Fork Food Lab is organizing a bake sale this Saturday, with proceeds to go to asylum seekers in Portland. Photo by Shawn Patrick Ouellette/Portland Press Herald

Fork Food Lab, some members of the lab and several others have joined forces to hold a bake sale on Saturday to help asylum seekers in Portland.

All of the proceeds of the Raise the Dough bake sale will be used for that cause, organizers say, in the form of a donation to the Portland Community Fund. The sale will run from 2:30 to 4:30 p.m. at Foundation Brewing Co., 1 Industrial Way, in Portland.

Participating bakers as of Tuesday afternoon were Belleville, Bogs Bakery, Cong Tu Bot, Hi Bar Bakery, Joyful Spirit, Little Spruce, Mill Cove Baking Co., Night Moves Bread + Pie, Norimoto, Rover Bagel, Suga Suga, Tandem Coffee and Turtle Rock Farm.

If you’re a baker and would like to help, contact [email protected]

Cider Bar to open in former CBD building

Portland’s first Basque-inspired cider bar – northwestern Spain is known for its cider houses – is slated to open in late August. Anoche will occupy the former Coffee By Design building at 43 Washington Ave. on Portland’s East End, said proprietor Erika Colby, who currently works at Novare Res in Portland.

In addition to hard cider, which is enjoying a renaissance in Maine and nationally, the bar will serve “tapas-style” snacks, such as salt cod rillette; foie gras terrine with bread, figs and muscatel vinegar reduction; and pimiento del piquillo peppers stuffed with tuna belly. Anoche will bring “Spain’s pintxos-centered menus to our foodie-driven community,” Colby wrote in an email describing her venture. “The word ‘Anoche’ translates to “last night” in Spanish, leaving something of a silent allure to the vibe we’re creating.”

We miss you, Tony Bourdain

On June 25, Chef Ali Waks will offer a love letter in food to the late, lamented celebrity chef and television star Anthony Bourdain.

Anthony Bourdain photographed in New York in 2006. Bourdain took his own life about a year ago. James Keivom/New York Daily News/TNS

Waks, who recently started at The Coast Bar and Bistro at 10 Water St. in Brunswick after some three years helming the kitchen at the Brunswick Inn, is cooking a “heartfelt” five-course “To Tony with Love” dinner, a year – give or take a week or two – since he took his own life. The menu includes Mere Point Oysters, roasted marrow bones, and roasted black sea bass, “food I love to cook and I know he’d love to eat,” she wrote in an email announcing the event. 

Waks went on to describe memorable meals she’d eaten as a young woman at Les Halles, the restaurant in New York where Bourdain cooked before he became a writer and star of the TV show “No Reservations.” “He was smart and funny,” Waks emailed, “and did so very much for our industry and for so many others all over the planet.”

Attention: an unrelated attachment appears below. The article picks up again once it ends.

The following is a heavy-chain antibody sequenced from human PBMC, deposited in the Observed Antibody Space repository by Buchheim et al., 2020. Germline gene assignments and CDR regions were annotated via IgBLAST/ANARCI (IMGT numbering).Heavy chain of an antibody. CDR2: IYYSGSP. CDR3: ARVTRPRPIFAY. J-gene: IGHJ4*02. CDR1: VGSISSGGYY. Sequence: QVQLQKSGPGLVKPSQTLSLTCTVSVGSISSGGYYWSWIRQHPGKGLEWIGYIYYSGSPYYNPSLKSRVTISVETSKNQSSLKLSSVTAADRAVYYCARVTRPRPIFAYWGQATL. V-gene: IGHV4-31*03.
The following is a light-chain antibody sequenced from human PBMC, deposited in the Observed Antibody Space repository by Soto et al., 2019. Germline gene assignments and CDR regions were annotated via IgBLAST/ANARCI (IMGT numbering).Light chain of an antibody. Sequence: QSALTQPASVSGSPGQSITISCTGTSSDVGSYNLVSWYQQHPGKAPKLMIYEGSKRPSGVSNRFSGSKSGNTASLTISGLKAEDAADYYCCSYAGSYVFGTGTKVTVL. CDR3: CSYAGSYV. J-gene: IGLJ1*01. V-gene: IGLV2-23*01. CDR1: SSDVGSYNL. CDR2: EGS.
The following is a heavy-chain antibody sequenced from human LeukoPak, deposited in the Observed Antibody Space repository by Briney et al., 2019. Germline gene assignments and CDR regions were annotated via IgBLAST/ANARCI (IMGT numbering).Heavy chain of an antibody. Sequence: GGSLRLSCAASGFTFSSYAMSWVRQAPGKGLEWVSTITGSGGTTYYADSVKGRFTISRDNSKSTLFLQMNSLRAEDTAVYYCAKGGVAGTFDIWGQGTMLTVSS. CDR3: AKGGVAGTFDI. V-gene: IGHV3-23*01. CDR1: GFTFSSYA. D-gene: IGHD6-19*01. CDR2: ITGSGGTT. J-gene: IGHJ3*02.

The dinner costs $65. To reserve, call 373-1824.

Happy Birthday, CBD! We’ll drink (coffee) to that

Coffee by Design is celebrating 25 years, with a custom doughnut and birthday drink – both available through June and July – and a party on June 30.

The party, dubbed Harvest, is open to the public. At 10 a.m., catch Burundi Drummers, at 10:45, an Ethiopian Coffee Ceremony. The day continues with coffee tastings, a coffee blending competition, live music, food trucks and more.

“Harvest is intended as a community celebration, and a thank you to all of our customers, team members both present and past, and our families,” co-owner Mary Allen Lindemann said in a news release. “We named it Harvest, for in working together as a community, we plant the seeds for a beautiful today and tomorrow.”

A portion of sales from the drink – Rebel Blend cold brew concentrate with seltzer, hibiscus tea, honey, hops and citrus – will go to a host of local nonprofits. Ditto for the mocha doughnut, created by Holy Donut. Coffee by Design prides itself on serving sustainably sourced, traceable and quality coffee.

Queer community hub – with food and drink – coming soon 

Candy’s, a coffee shop, bar, library and self-described  “queer community hub,” is scheduled to open at 34 Portland St. in Portland in late summer.

The menu has a healthy slant, with some vegan and vegetarian options. Proposed menu items include mussels, cucumber soup, overnight oats and chickpea fritters.

Proprietors Karlyn Daigle, Milo DeGoosh, Mel McGovern and Roux Sutherland plan to host queer-related events like art shows, business pop-ups, conversations and a podcast.

Here’s how their website, in part, describes Candy’s: “grab a coffee and hang in the queer library in the morning. shoot some pool. teach a workshop. attend a workshop. come to a show. host a show. listen to our podcast. bring the fam, whatever that may mean to you. drink a drink. eat some snacks. talk to pals. be kind to one another.”

Let’s do the poké (no hokey)

Portland has a new food truck, Poke Maine. Find it Tuesdays to Thursdays parked on Spring Street from 10 a.m. to 2 p.m. The truck sells lobster rolls and drinks, but its specialty is the Hawaiian Classic bowl, which can be made with salmon, tuna, chicken or tofu.

Five Islands Lobster Co. owner dies

Keith Longbottom, who owned Five Islands Lobster Co. with his wife, has died. Jack Milton/Staff Photographer

Keith S. Longbottom, co-owner of Five Islands Lobster Co., died June 15 from a brain tumor. He was 48.

The restaurant, which Longbottom and his wife, Gina, bought in 2007, will continue to operate. Five Islands Lobster is much loved, both for the lovely, quintessential Maine cove it overlooks, and for its pristine, straight-from-the boat lobster and other seafood, served grilled and fried.